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Mexican Fire Opal

Opal is a noncrystalline hydrated form of silica, forming when silica slowly settles out of a dilute water solution. Fire opals are transparent to semi-transparent, resembling gelatin, with red, orange, or yellow body color, with or without play-of-color. Fire opal gets its name from its reddish orange body color, which is caused by inclusions of iron oxides. They are also sometimes called Mexican opals because most of the best fire opals are found in Mexico. Because of their transparency, fire opals are commonly faceted, as seen here.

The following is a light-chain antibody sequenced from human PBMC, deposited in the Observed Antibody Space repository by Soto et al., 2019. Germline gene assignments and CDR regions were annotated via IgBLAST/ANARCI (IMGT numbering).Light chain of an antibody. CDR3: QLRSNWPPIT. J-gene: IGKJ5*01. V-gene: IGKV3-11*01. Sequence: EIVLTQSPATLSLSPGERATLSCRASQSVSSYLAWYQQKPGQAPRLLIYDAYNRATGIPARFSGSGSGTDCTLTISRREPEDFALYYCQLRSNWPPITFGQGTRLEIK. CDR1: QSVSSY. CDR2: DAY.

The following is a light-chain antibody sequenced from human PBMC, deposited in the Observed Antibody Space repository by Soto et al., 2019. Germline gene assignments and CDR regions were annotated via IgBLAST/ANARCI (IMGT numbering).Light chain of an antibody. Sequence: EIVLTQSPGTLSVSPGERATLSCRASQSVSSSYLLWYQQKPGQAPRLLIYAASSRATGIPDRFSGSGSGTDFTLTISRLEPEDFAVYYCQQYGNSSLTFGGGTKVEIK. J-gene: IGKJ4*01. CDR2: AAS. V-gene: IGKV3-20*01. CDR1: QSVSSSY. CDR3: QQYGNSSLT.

Image Number: 96-30167
Catalog Number: G5393
Weight: 29.86 carats
Locality: Jalisco , Mexico


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Smithsonian National Museum of Natural History Department of Mineral Sciences website Credits